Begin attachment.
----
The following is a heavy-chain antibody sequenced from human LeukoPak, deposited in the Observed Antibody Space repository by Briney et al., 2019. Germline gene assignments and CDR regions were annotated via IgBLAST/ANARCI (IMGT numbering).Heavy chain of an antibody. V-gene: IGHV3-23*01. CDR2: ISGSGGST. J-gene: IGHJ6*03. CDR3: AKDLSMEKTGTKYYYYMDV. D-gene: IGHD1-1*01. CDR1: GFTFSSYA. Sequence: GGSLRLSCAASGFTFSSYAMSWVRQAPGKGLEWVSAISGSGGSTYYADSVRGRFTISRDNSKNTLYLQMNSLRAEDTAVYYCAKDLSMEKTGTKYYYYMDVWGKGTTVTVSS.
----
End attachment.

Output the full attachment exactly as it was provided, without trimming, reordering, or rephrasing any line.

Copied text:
The following is a heavy-chain antibody sequenced from human LeukoPak, deposited in the Observed Antibody Space repository by Briney et al., 2019. Germline gene assignments and CDR regions were annotated via IgBLAST/ANARCI (IMGT numbering).Heavy chain of an antibody. V-gene: IGHV3-23*01. CDR2: ISGSGGST. J-gene: IGHJ6*03. CDR3: AKDLSMEKTGTKYYYYMDV. D-gene: IGHD1-1*01. CDR1: GFTFSSYA. Sequence: GGSLRLSCAASGFTFSSYAMSWVRQAPGKGLEWVSAISGSGGSTYYADSVRGRFTISRDNSKNTLYLQMNSLRAEDTAVYYCAKDLSMEKTGTKYYYYMDVWGKGTTVTVSS.